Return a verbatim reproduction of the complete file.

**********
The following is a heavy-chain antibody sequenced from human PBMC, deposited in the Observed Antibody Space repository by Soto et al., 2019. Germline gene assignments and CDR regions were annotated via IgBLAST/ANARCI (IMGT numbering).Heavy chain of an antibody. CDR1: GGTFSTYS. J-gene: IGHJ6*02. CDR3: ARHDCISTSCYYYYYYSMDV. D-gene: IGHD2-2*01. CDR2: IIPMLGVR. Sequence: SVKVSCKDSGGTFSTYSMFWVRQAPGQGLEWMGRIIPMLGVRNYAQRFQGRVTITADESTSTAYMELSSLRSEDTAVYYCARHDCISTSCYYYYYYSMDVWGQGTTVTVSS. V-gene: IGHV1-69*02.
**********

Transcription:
The following is a heavy-chain antibody sequenced from human PBMC, deposited in the Observed Antibody Space repository by Soto et al., 2019. Germline gene assignments and CDR regions were annotated via IgBLAST/ANARCI (IMGT numbering).Heavy chain of an antibody. CDR1: GGTFSTYS. J-gene: IGHJ6*02. CDR3: ARHDCISTSCYYYYYYSMDV. D-gene: IGHD2-2*01. CDR2: IIPMLGVR. Sequence: SVKVSCKDSGGTFSTYSMFWVRQAPGQGLEWMGRIIPMLGVRNYAQRFQGRVTITADESTSTAYMELSSLRSEDTAVYYCARHDCISTSCYYYYYYSMDVWGQGTTVTVSS. V-gene: IGHV1-69*02.